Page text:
Salary negotiations may make you uncomfortable, but it’s one of the best ways to increase your income. Knowing how to negotiate salary is a very important skill to have, because you'll be prepared when you're offered a salary for a new job at a new employer or during a performance review.
Here’s all you need to know about salary negotiation before you begin, whether you're looking for a new job or just trying to make the most of your current job.
What is Salary Negotiation?
A salary negotiation takes place between an employer and a potential or seasoned employee. The negotiation is a means of reaching an agreement on a salary and benefits package. Your goal, as the employee, is to negotiate a salary that meets (or exceeds) your needs.
Salary negotiations most often start with an offer from the employer. The employee can choose to accept that offer or negotiate details until both parties agree. If there is no agreement, the employee might decide to look elsewhere for a position with a more suitable pay.
Negotiations are not just limited to salary. They can occur for all aspects of compensation, including salary, bonuses, benefits, vacation time, and more.
How to Prepare for the Negotiation
If you want something from someone, you’re not just going to ask straight out. You’re going to wait for the right moment, you’re going to think about what you will say ahead of time, and you’re going to consider if you deserve what you are asking for.
The same thing goes for a negotiation. Don’t just throw yourself into it without taking the time to prepare.
Here are some simple things you can do before you negotiate your salary:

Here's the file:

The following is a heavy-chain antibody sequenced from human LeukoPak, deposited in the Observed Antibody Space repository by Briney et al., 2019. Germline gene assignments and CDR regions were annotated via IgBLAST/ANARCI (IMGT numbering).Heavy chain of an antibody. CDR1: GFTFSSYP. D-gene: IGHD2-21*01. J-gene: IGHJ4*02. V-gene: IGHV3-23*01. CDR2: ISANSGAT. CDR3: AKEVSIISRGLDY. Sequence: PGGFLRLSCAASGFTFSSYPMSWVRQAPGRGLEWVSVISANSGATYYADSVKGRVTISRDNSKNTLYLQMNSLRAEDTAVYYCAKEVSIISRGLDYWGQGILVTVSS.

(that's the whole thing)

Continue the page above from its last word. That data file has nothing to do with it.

Have a Salary Range in Mind
The last thing you want to do is approach a salary negotiation without a range in mind. Aiming too high or too low can make or break the process.
Therefore, make sure to do your homework ahead of time. So one of the most important things to keep in mind as you're learning how to negotiate salary is to take the time to find out the average salary range for someone of your skill and experience level within the same industry or position.
It’s also important to make sure you negotiate with a range, and not a set number. Having a range in mind will show your prospective employer that you are flexible and willing to find a solution that suits both of your needs.
Back Up Your Salary Goal With an Explanation
Be prepared to back your demands with an explanation. You need to convince the employer as to why they should agree to your terms. What makes you stand out? What skills and experiences do you have? What value can you bring to their company?
If you want them to offer you more pay, you need to offer them your credentials.
Decide What You Want to Negotiate
Remember, salary is not the only thing up for negotiation. You should go into the process knowing exactly what you want to ask for.
Keep in mind that the company may not accept your offer to up your salary. If you like the position but the pay is low, be prepared to negotiate on other aspects of compensation such as bonuses or holidays.
Practice, Practice, Practice
Just as you would practice for your interview ahead of time, you should also practice for the negotiation before going into it. In fact, most of the hard work should happen before the salary negotiation takes place.
Knowing what you will say, and being prepared for what will happen on their end, will make the process much more comfortable and will also boost your confidence.
How to Navigate the Negotiation
Now that you have all the tools you need to prepare for a salary negotiation, let’s discuss how to navigate through the process.
Wait for an Offer
If you're negotiating a higher salary during a job offer, make sure you don't jump the gun. Wait for a salary offer from the employee first. You want to make sure that the majority of your interview focuses on your experiences, skills, and qualifications. There’s a chance that the employer may consider you for a higher position with higher pay. A premature discussion of salary can take the focus away from you.